I often write this on the train on the way back from Edinburgh. It’s a picturesque journey, across the Forth Bridge and east along the Fife coast, then inland through the soft, fertile farmland of central Fife, a short climb and down again to the glint of the Tay estuary and Perth, and finally into the hills for fifteen miles before the train deposits me at Dunkeld and heads on through the Highlands for Inverness.
Today there’s a real breath of autumn on the air. We’ve had sunshine, cold squally rain, and now a ragged sunset. The geese have been back from Greenland for a couple of weeks and today, the forecasters said, the first snow would dust the high hilltops.
The journey reminds me why I choose not to live in the city, and never more so than after a day like today. There were three long meetings, each one stimulating in its own way, but now I need to be out of the buzz to digest them and let my mind clear. The movement of the train and the passing view of the darkening countryside helps.
The first meeting was with one of the world’s largest producers of collagen casings – which you or I know better as sausage skins. Collagen holds us mammals together. It’s what our connective tissue is made of. And if you scrape it off the underside of cowhide, then subject it to clever chemistry, you can spin it into incredible lengths of absolutely uniform, unblemished, edible sheathing for sausage meat. In a single year this company makes enough to go to the moon and back five times.
The second meeting was with a designer colleague who has worked for a number of years with one of Scotland’s more famous hotels. Now it’s looking for a new voice – and more specifically a fictional character to embody the brand and provide that voice. If the project comes off it will stretch my imagination in enjoyable ways.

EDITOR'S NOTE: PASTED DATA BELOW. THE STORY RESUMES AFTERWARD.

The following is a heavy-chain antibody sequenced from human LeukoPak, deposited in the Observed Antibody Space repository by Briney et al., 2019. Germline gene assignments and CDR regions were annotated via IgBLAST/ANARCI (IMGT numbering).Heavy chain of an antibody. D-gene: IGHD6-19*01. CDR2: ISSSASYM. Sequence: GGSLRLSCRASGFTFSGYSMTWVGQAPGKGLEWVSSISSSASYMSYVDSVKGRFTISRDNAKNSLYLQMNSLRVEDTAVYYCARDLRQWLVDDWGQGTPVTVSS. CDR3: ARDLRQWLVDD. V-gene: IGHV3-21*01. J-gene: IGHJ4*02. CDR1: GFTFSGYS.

The third meeting was with my branding expert friend and another designer colleague. We were tidying up loose ends on projects we’ve undertaken together for several different educational establishments, all of which, for differing reasons, need to raise either funds or student numbers. Robert is a genius at helping them identify their unique selling propositions, which we then work together to articulate.
Sausage skins, a luxury hotel, an Oxford college and two private schools, one of them for children with specific learning difficulties. What could they possibly have in common? The answer, it struck me as we left Edinburgh, is that they are all searching for stories to tell. Stories that connect them with their audiences just as firmly as that extraordinary monument to Victorian engineering, across which we now rattled, connects the two sides of the Forth.
Take away our stories and we are nothing but husks. The same is just as true for organisations as it is for people. The trick, as I said here a few weeks ago, is knowing which one to tell when.